Somalia and Ethiopia will be the world’s biggest worries in the new year. Disastrous governance in these countries will likely lead the region deeper into crisis, says DW’s Ludger Schadomsky.
Observers of the the Horn of Africa were hardly surprised when the International Rescue Committee sounded the alarm at the end of the year. In 2023, it said, the countries “most at risk of humanitarian crises” will not be Ukraine, Syria or Yemen — but Somalia and Ethiopia, the global aid organization said. How did this happen?
Somalia is a failed state
After two years of drought combined with a protracted war of attrition between a demoralized army and the jihadi al-Qaeda offshoot al-Shabab, it comes as no surprise that Somalia, the proverbial “failed state,” is breaking negative records. While people and livestock starve, the president, prime minister and parliamentarians elected according to proportional representation of clans have become mired in corruption, nepotism and state failure.
The situation has only been aggravated by Russia’s war against Ukraine. Before the invasion, Somalia obtained 90% of its wheat from the two countries. But with supply chains disrupted, the few aid ships now arriving with grain are far from adequate. Half a million children in Somalia — more than in any other country this century — face starvation as a result of the drought, supply shortages and conflict.
The ongoing crisis in the once prosperous country with rich fishing grounds threatens to drag even neighboring, comparatively well-governed Somaliland into the abyss, a country that until now has served in the West as a kind of blueprint for a functioning Somalia.
Those who now reflexively seek to blame “the West” should be reminded that the US government, despite a deep “Somalia fatigue,” delivers 90% of the aid that the country receives. But ultimately only the governments in the affected countries themselves can turn the tide, though unfortunately the prospects are bleak.
Ethiopia’s war has been costly
Until November, poverty-stricken Ethiopia had been fighting a two-year civil war with the Tigray People’s Liberation Front. With an estimated 600,000 casualties, it was the most deadly war in recent history, and an expensive one at that: Turkish Bayraktar TB2 drones ordered by the Ethiopian government for use in the conflict cost between €2 and €5 million ($2.1 and $5.3 million) per unit.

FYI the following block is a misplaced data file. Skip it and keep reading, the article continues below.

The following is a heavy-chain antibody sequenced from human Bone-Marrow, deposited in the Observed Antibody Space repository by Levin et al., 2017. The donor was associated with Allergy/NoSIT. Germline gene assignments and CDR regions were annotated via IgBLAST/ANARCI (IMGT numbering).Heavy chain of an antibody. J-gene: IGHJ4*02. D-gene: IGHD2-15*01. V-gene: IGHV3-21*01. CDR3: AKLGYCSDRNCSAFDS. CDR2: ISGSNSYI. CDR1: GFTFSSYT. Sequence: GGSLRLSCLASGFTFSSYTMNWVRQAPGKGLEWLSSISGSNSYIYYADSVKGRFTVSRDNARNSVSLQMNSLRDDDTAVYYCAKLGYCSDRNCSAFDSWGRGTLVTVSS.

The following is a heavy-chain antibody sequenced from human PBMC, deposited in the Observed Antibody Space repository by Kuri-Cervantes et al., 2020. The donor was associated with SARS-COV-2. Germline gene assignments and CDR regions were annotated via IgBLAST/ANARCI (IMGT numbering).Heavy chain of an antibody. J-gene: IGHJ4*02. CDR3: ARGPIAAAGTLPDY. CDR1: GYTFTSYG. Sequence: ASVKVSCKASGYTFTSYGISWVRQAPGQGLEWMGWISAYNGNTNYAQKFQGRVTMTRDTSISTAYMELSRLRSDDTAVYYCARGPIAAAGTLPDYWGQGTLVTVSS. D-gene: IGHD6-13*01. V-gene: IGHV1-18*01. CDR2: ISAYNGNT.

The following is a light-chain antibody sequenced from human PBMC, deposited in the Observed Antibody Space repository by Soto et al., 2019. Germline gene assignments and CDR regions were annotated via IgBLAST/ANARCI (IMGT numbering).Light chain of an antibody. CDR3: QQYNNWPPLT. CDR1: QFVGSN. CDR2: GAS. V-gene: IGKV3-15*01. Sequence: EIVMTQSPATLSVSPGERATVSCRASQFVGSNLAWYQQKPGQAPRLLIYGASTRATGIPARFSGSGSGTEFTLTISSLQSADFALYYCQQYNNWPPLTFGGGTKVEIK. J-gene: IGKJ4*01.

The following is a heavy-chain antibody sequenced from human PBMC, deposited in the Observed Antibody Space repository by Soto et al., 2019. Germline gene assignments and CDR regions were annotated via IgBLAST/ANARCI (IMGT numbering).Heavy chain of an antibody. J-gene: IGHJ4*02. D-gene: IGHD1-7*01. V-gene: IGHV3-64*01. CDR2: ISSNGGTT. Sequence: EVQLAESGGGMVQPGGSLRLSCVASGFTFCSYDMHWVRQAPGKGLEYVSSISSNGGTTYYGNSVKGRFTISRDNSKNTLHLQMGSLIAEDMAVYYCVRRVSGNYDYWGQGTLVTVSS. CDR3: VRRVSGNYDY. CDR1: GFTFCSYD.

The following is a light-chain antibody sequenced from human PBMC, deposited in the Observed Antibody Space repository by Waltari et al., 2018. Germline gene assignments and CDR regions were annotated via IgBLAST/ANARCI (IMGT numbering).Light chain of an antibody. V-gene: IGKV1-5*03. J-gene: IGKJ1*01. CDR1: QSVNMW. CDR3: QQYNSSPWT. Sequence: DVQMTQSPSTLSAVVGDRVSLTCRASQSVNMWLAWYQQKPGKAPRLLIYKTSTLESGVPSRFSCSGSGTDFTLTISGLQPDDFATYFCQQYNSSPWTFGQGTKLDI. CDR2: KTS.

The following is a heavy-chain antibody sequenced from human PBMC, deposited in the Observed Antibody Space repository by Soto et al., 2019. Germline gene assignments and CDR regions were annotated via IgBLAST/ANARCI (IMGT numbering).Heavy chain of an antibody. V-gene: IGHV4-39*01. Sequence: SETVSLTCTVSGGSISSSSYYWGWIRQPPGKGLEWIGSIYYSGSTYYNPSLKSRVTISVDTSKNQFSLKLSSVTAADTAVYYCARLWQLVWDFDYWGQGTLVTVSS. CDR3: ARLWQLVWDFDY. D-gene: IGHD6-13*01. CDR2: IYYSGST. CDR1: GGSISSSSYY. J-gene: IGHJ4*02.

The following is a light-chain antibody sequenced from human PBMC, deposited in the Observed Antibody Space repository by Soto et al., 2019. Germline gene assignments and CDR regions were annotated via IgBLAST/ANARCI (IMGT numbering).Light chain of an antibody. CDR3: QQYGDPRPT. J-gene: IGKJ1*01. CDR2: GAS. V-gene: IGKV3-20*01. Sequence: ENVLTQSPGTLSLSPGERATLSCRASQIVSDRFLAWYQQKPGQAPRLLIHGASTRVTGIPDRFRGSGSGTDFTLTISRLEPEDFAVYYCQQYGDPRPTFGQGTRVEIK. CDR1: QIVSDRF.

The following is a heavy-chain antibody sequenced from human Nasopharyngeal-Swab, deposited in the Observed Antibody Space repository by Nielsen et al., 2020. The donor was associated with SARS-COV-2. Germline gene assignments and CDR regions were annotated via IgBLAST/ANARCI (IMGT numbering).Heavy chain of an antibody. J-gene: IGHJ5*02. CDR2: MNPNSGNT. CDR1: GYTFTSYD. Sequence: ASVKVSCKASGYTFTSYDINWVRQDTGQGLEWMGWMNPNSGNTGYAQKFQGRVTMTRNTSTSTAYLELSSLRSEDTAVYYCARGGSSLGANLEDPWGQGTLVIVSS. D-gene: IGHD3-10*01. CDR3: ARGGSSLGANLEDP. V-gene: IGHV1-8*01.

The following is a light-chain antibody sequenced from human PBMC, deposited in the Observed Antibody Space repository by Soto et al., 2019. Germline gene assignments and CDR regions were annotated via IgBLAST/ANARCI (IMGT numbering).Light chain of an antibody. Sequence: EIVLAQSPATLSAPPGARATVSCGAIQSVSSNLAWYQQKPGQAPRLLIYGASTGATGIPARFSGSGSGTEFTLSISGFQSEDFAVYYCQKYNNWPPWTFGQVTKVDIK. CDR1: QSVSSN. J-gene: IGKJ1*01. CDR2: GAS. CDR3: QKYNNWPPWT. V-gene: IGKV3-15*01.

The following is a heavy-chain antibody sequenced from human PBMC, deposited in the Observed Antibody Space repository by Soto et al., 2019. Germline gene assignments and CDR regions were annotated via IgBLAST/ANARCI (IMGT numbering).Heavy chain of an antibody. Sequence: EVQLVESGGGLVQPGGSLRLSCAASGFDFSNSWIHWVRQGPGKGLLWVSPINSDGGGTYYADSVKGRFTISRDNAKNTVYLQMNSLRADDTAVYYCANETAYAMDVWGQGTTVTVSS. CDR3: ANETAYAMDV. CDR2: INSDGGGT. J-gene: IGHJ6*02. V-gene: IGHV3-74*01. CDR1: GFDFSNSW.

According to its own figures, the country now needs $3.6 billion (€3.4 billion) for reconstruction, though actual costs are likely to be considerably higher. Meanwhile, food inflation has spiked by a staggering 40%.
Mysterious Eritrea remains strategically important
While the dynamics that will determine the fate of Somalia and Ethiopia in the coming years are relatively clear, tiny Eritrea, alternately dubbed a “hermetic police state” or “Africa’s North Korea,” remains an unknown. The geostrategically important country on the Red Sea is a black box, with neither hunger nor COVID statistics available. Only one thing seems certain: longtime dictator Isaias Afwerki will continue to wreak havoc in 2023, as his policies seem aimed at achieving the greatest possible chaos in the region.
Eritrea’s potential role in the devastating civil war in neighboring Ethiopia also shouldn’t be underestimated. The Tigray People’s Liberation Front considers Eritrea an archenemy, and since the country is not part of the Pretoria peace agreement signed last month, there could be a renewed outbreak of hostilities in the embattled Tigray region next year with Eritrea’s participation, further increasing the death toll.
There is another player in the region: The reemergence of the Front for the Restoration of Unity and Democracy, a rebel group against the government of tiny but strategically important Djibouti, a country that hosts French, American and Chinese military bases, doesn’t make the situation any easier.
Germany, Europe should not ignore Horn of Africa
“African solutions for African problems” has become the mantra of many politicians across the continent, and who wouldn’t embrace this policy approach in Europe?
The alternative would be devastating: According to the World Bank, Africa will soon be spending an incredible €100 billion on food imports per year! And that doesn’t include the exorbitant costs of reconstruction for entire regions, or support for millions of internally displaced persons.
Despite their understandable commitment to Ukraine, Germans and Europeans should not ignore the Horn of Africa. They must consider both geopolitical factors and their own self-interest: Should war and hunger trigger a wave of refugees across the Mediterranean, it could lead to new social upheavals in Europe.
In 2023, Ethiopia and Somalia could prove Afro-pessimism’s apologists wrong — if only those in power make it a priority.
This article was originally published in German.